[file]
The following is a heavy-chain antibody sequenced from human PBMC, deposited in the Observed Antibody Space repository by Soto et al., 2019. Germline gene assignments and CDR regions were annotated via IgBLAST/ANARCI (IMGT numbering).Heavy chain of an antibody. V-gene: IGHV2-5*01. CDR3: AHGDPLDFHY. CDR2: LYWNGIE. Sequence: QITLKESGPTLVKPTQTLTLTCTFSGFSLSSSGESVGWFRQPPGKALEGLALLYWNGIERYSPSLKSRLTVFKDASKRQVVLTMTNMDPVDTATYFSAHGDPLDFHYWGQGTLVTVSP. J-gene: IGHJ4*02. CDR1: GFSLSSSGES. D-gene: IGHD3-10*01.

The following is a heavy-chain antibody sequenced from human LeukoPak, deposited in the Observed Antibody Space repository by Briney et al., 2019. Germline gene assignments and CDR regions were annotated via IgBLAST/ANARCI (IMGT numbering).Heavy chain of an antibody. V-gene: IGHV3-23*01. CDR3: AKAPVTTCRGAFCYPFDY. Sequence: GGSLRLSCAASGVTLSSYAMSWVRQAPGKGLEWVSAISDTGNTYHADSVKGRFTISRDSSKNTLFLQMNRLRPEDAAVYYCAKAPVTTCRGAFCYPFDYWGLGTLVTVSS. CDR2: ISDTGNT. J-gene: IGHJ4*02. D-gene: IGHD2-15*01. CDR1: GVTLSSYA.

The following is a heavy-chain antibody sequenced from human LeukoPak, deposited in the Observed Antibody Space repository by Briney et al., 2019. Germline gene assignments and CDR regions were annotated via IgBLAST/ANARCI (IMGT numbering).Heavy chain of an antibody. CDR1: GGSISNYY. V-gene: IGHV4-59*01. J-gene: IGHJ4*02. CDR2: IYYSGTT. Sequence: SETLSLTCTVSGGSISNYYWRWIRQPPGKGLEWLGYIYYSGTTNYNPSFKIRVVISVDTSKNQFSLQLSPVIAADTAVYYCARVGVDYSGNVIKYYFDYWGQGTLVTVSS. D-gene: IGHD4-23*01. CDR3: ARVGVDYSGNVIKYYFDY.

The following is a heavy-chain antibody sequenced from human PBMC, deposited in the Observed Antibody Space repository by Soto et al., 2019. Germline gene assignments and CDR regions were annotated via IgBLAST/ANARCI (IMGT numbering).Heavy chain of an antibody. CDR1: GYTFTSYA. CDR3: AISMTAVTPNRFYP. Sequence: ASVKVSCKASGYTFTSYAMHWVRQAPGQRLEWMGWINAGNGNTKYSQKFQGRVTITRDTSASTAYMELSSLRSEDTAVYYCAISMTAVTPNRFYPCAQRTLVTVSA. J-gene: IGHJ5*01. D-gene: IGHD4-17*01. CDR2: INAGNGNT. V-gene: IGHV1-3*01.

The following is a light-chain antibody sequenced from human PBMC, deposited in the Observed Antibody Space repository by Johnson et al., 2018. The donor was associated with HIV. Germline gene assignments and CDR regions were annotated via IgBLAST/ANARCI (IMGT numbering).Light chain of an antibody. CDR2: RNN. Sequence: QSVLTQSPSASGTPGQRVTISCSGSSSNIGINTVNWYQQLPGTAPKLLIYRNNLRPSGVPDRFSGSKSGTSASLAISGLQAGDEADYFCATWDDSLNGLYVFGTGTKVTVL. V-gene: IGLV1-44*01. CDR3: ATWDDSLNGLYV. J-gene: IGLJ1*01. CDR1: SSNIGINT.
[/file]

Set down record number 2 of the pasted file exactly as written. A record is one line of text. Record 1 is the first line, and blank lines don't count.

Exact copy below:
The following is a heavy-chain antibody sequenced from human LeukoPak, deposited in the Observed Antibody Space repository by Briney et al., 2019. Germline gene assignments and CDR regions were annotated via IgBLAST/ANARCI (IMGT numbering).Heavy chain of an antibody. V-gene: IGHV3-23*01. CDR3: AKAPVTTCRGAFCYPFDY. Sequence: GGSLRLSCAASGVTLSSYAMSWVRQAPGKGLEWVSAISDTGNTYHADSVKGRFTISRDSSKNTLFLQMNRLRPEDAAVYYCAKAPVTTCRGAFCYPFDYWGLGTLVTVSS. CDR2: ISDTGNT. J-gene: IGHJ4*02. D-gene: IGHD2-15*01. CDR1: GVTLSSYA.